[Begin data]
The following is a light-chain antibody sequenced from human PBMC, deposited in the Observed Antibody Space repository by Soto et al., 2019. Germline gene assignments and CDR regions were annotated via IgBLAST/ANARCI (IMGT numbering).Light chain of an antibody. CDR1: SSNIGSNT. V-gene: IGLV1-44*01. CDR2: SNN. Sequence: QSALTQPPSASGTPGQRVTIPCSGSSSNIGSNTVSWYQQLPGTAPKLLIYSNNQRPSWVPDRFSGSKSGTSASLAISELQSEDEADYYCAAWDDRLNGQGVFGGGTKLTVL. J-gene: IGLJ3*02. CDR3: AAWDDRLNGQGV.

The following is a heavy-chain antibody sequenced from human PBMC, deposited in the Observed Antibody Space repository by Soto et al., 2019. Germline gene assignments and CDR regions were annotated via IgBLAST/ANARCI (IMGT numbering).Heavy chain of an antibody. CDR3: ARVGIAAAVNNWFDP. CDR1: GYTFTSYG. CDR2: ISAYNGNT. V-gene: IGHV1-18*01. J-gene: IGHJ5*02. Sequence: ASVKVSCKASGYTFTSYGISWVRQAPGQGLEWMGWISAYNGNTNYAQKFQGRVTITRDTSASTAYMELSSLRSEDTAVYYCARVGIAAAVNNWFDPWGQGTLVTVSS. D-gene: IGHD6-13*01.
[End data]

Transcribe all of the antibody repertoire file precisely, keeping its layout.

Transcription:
The following is a light-chain antibody sequenced from human PBMC, deposited in the Observed Antibody Space repository by Soto et al., 2019. Germline gene assignments and CDR regions were annotated via IgBLAST/ANARCI (IMGT numbering).Light chain of an antibody. CDR1: SSNIGSNT. V-gene: IGLV1-44*01. CDR2: SNN. Sequence: QSALTQPPSASGTPGQRVTIPCSGSSSNIGSNTVSWYQQLPGTAPKLLIYSNNQRPSWVPDRFSGSKSGTSASLAISELQSEDEADYYCAAWDDRLNGQGVFGGGTKLTVL. J-gene: IGLJ3*02. CDR3: AAWDDRLNGQGV.

The following is a heavy-chain antibody sequenced from human PBMC, deposited in the Observed Antibody Space repository by Soto et al., 2019. Germline gene assignments and CDR regions were annotated via IgBLAST/ANARCI (IMGT numbering).Heavy chain of an antibody. CDR3: ARVGIAAAVNNWFDP. CDR1: GYTFTSYG. CDR2: ISAYNGNT. V-gene: IGHV1-18*01. J-gene: IGHJ5*02. Sequence: ASVKVSCKASGYTFTSYGISWVRQAPGQGLEWMGWISAYNGNTNYAQKFQGRVTITRDTSASTAYMELSSLRSEDTAVYYCARVGIAAAVNNWFDPWGQGTLVTVSS. D-gene: IGHD6-13*01.